Sunday, December 25, 2011

Inspiration and my Opa during the battle of Ortona on Christmas day, 1943

I sit here in the comfort of my home next to my amazing sister and parents and am extra thankful. I am thankful for many things but after taking an interest in my Opa’s war stories, I am grateful for his bravery, character and selflessness. 

My grandfather fought in World War II as a Seaforth in the 4th infantry division of signals and later as a Battle Adjudant in the Royal Infactra Corps, Canadian Infantry Corps. He was involved in the Hitler line battle, Savio River battle, Issel River battle and the San Leonardo battle but it was in the battle of Ortona that he left his mark.

It was on Christmas day in 1943 that the quarter master, Captain Cameron, decided to serve the Canadian men Christmas dinner in the church, which was one of the first and most important objectives in Ortona.

Here is my Opa, Wilfred Gildersleeve sharing his day as he played the Organ for the troops – “We had a couple of fellows able to pump the organ on a couple of planks. They stood on the plank, you know, and one, two, three, alternately. And I still had my little book with some music in it, of carols and hymns and what not. And I used to get stuck for church parades playing for them all, in England. And so we were able to sing some carols, led by Roy Durnford, padre. That was very heavy, very heavy, to see those men come in, have their dinner, which consisted of roast pork, potatoes, carrots, all scrounged from the countryside and Christmas pudding a couple of chocolate bars, a bottle of beer and an orange. And for many of those men, it was the last meal they ever had on this earth because it was company after company.”

I imagine my grandfather, 68 years ago singing hymns and playing the organ filling men with what may have been their last peaceful and joyous moments. Sitting here writing from the comfort of my home, I do my best to fathom their appreciation for life and thank them from the bottom of my heart for the sacrifices they made for you and me; for our nation.

I send my love and gratitude to my Opa Wilfred as well as his lovely bride Marguerite who met in Amsterdam on May 8th !945 in celebration of World War II ending. You have both created a wonderful legacy and your spirits are shining in your children, grandchildren and great grandchildren. Your family is strong and we will lift you up tomorrow as we all gather to celebrate Dutch Christmas in your honor.

To my Opa, your spirit, fearlessness, integrity and height live on. You were a standout man and your grandchildren may not have had much time with you but we fondly remember your chivalry, high moral standard and sense of humor. In fact I am frequently reminded of you when Matt, myself and Jordan grow our moustaches in Movember and I am confident we all have your funny bone.

I leave you with my Opa’s final message to future generations in the family interview conducted by my uncle Steve.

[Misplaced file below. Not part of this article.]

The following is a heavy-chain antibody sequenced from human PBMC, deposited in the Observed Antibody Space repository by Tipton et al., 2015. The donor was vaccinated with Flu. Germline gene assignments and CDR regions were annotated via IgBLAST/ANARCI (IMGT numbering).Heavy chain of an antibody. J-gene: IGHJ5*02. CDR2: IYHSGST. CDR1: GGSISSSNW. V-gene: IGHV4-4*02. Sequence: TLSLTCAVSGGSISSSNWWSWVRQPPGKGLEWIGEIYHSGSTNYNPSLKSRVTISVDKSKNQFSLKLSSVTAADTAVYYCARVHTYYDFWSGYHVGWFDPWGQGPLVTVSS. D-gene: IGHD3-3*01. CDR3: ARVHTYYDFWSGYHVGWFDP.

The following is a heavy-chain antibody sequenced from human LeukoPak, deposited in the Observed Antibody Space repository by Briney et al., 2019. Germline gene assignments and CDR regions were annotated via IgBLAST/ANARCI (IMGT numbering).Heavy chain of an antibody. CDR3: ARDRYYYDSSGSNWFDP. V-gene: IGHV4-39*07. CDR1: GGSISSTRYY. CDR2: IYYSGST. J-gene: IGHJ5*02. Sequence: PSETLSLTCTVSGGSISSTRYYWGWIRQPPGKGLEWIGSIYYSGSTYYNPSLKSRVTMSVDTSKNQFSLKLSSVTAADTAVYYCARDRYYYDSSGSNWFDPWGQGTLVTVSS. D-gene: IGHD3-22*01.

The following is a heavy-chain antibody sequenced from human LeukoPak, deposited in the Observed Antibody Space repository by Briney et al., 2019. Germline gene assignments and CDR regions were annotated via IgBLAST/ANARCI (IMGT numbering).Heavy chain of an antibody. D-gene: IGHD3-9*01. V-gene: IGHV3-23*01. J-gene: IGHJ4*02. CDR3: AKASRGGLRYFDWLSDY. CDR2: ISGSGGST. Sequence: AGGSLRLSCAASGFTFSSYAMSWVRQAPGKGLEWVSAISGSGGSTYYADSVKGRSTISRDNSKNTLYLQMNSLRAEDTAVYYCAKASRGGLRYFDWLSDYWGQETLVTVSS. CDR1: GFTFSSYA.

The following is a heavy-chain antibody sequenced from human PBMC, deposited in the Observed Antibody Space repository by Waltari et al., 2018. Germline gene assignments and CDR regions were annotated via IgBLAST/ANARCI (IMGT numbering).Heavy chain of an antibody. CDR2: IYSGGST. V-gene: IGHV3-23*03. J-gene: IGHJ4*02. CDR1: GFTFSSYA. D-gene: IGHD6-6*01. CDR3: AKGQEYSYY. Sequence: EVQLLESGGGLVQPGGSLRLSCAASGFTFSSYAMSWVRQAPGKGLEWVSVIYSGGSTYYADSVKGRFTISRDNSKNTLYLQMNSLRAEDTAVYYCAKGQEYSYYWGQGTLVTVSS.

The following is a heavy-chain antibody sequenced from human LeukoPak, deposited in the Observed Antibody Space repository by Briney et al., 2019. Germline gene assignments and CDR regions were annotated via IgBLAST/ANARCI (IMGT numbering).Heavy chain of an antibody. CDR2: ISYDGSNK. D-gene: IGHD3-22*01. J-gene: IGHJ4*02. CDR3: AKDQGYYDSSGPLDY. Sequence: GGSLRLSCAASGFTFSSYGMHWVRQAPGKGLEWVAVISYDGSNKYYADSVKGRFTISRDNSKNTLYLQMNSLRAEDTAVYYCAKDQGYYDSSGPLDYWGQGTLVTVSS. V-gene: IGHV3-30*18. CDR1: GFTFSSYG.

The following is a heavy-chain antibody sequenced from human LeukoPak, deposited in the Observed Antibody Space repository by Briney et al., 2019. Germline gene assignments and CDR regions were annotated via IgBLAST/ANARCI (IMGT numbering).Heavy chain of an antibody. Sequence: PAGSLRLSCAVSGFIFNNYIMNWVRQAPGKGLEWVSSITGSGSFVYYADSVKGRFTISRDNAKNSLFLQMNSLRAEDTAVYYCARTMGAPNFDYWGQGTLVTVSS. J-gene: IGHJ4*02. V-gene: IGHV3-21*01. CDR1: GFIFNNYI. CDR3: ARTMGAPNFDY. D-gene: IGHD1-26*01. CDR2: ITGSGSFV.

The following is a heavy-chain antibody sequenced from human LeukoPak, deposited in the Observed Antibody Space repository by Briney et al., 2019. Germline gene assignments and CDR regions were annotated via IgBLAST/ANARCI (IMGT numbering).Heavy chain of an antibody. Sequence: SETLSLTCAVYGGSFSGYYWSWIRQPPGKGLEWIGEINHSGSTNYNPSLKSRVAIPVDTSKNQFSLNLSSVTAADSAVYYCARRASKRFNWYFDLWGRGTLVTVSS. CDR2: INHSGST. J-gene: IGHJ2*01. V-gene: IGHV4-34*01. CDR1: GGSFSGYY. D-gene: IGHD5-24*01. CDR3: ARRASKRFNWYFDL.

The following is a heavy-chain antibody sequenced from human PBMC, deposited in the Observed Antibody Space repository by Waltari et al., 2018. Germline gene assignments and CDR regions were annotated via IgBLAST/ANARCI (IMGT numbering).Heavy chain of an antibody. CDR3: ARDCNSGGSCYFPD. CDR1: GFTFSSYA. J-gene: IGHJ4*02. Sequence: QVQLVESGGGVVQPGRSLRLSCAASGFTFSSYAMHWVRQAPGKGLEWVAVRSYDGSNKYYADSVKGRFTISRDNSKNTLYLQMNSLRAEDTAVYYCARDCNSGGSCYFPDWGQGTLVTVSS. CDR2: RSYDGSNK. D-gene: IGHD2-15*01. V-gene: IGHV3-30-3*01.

“Hold in your heart a love of Canada, your home land, maybe your adopted home land, and serve Canada as best you can in whatever way the country needs you. Be it business or in the services or in the government, bearing in mind the fact Canada’s forces now are a peace-keeping force and we will never be an offensive nation and we should certainly honor our service men in today’s forces because they act as aid to the civil power. And try to lead our lives in ways that will never again lead to war. Maybe the simplest message is that we need to learn to love and respect our fellow man and to work together for the common good.”


  1. Hello Martin,
    I was moved to tears when I read your story about Opa Gildersleeve. I have heard the story may times directly from Opa, because, as you might know, I have been a "member" of the family since 1950 when your uncle Mike was born in Amsterdam and I went with your Oma Marguerite(my direct cousin - her mother and my father were brother and sister) and the three children (Steve, Rod and Mike) to West Vancouver to assist your Oma with the children, etc. A lasting love and admiration grew especially for your Oma. We became each other's best friends that felt as if we were sisters, always confiding in each other. The eight children accepted me as a second mother. Uncle Steve made two remarks when he was about four years old: I have two Mommies, Mommy Marguerite and Mommy Eta; and when he asked me something I told him to ask his mother, whereupon he said: aren't you my Mommy too?
    I am in awe, Martin, about your thoughts, how you discus those thoughts on paper and share them with Jordan, your parents and sister and actually, the whole Gildersleeve gang.
    Keep going, Martin, I pray for the whole gang every day and I sincerely hope that you will make it to the Olympics.
    I would have loved to share with you all the Dutch Christmas celebration today, second Christmas Day, but I just could not make it. Perhaps next year at which time I hope to meet you again.
    Much love, big hug, your other "Oma" Eta

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